I used to be on the go for sixteen hours a day. During my last year and a half in the Soviet Union I worked as a professional refusenik. I left the country in 1989. In 1988 I had a heart attack and was registered as disabled.. It was then that I felt a profound happiness, because a disabled refusenik would not be locked behind bars, besides which I did not have to seek employment, and I even started receiving a pension of thirty roubles a month. In the January of 1988 Yoffe, Brailovsky and some others almost simultaneously received exit permits. I had a feeling that I would soon get one, too. Meanwhile I took over running the seminar and plunged into work, really getting my teeth into it. I organized a meeting with a delegation of the USA National Academy of Science. It became clear that we could hold large meetings, and I started preparing new ones. In February 1988 I suggested holding an international refusenik conference and we started preparing it. I was held in December 1988. The majority of the participants had obtained permission to leave the country before the beginning of the conference (56 people). Nevertheless, practically all those who had received visas, with one or two exceptions, participated in the conference. The atmosphere was very special, for it was a conference of winners.
There were all kinds of peculiar incidents. One day Alik Yoffe said to me that he was dead sure that he would be arrested on the same day. It was clear that a number of knapsacks with reading matter were to be moved from his apartment to mine (we lived in the same block of flats). Or take another story. A TV team came to Moscow from Boston to shoot a film about Soviet scientists. Among other things, they decided to visit our seminar. They were at Alik Yoffe’s place, and we made up a plan to mislead the KGB, who had sealed up the whole neighborhood. We decided that they would pass my entrance door on the way to the metro, and I would be waiting in my car, with open doors, they would hop in with their equipment, and we would take off at once.
The seminar was to take place at Vladik Ryaboi’s place, so it was there we headed for. My wife Natasha saw from the window how the KGB men started running around, because their cars had been parked in different places. They chased us, but I left them behind, careering at 130 km/h along Leninskii Prospekt. When we were leaving after the conference, they were not there. Probably, they could not figure out where we had escaped to.
At the beginning of 1987 I received a computer. At that time it was a treasure. I would not even think of being the sole user, and organized a computer school at once. During that year we received another 14 computers. In that way we provided reading materials for Jewish schools (the printers were doing five-six pages a minute).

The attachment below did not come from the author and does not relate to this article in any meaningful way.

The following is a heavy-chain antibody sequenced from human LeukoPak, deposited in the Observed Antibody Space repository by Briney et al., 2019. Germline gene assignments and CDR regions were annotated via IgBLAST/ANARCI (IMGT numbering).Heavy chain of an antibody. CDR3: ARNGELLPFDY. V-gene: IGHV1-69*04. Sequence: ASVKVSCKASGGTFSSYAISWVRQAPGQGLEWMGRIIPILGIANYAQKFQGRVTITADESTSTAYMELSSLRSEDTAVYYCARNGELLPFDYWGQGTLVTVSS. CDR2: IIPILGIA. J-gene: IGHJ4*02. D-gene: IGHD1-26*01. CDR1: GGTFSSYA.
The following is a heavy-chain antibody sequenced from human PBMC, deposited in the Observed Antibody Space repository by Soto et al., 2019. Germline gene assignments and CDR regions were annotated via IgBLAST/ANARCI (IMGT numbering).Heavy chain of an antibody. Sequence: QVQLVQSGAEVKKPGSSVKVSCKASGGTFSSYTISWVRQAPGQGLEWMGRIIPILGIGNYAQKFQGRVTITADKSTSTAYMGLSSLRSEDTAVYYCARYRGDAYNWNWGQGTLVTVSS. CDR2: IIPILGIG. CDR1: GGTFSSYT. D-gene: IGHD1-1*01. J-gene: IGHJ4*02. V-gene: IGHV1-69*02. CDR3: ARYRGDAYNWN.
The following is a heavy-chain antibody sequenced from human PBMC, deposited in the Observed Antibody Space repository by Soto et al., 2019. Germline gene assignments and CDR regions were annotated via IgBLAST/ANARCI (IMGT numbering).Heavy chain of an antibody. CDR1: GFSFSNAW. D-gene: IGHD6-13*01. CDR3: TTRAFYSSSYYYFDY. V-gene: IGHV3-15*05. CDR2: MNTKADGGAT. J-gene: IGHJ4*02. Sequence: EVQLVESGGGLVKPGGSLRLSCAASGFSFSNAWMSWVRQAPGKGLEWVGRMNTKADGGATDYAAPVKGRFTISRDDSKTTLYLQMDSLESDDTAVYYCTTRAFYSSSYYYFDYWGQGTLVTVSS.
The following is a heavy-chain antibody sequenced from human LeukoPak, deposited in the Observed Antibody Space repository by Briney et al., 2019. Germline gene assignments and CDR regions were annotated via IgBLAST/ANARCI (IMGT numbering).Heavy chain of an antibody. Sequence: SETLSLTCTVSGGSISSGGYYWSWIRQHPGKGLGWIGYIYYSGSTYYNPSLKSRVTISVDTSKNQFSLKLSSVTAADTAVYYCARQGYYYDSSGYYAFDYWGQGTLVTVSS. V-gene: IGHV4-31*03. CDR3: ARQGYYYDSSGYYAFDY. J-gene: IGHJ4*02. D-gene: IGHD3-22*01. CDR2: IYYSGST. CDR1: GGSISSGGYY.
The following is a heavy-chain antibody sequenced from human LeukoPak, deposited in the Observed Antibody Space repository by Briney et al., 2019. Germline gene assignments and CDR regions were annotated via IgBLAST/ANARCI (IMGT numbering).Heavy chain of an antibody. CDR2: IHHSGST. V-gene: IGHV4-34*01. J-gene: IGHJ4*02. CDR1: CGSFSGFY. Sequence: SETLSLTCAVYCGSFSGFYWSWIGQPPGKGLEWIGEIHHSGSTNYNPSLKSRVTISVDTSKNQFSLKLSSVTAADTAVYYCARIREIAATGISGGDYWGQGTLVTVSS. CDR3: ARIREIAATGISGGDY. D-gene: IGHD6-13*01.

A.T.: How did your life progress later? Had you ever imagined it like this to yourself?
Y.CH.: To tell the truth – no. I had had an absolutely wrong picture of the scientific world of the US in my mind. The first revelation came about in May 1989, when I came to Cornell University. It was the people working for industry that asked questions and found solutions. The Academy people were dealing with issues that were not worth a damn, and there was no shine in their eyes. Myself, I exist somehow, making the best of the situation. With a friend, I founded a company for heart disease diagnostics, for which we received a grant. We have some good ideas, but it is difficult for physicists to promote their ideas; it is not usual here. I have no chances of getting financial support for my project. My choice to go to the USA and not to Israel was based on professional considerations. I thought that Israel was too small a country for my kind of scientific work, and my friends thought the same. I thought I would make it in the US, but I was wrong, though I would not have made it in Israel, either. Besides, my wife did not want our son to serve in the Army in Israel.
I have a wonderful family; everything is all right with the children. My son is making the best use of his abilities; he is studying at Berkley and working for an industrial enterprise in California. And I am enjoying life: I have written a book, and I am still alive.
The site editorial board is glad to inform that wife of late Yuri Chernyak, Natasha Chernyak, donated to the Technion, Haifa, a certain amount of money as an One-Semester, Non-Endowed Scholarship in Honor of Yuri and Natasha Chernyak with preference to be given to students from the former USSR in the field of physics or other science area.The scholarship was arranged through American Society for Technion - Israel Institute of Technology/New England Region.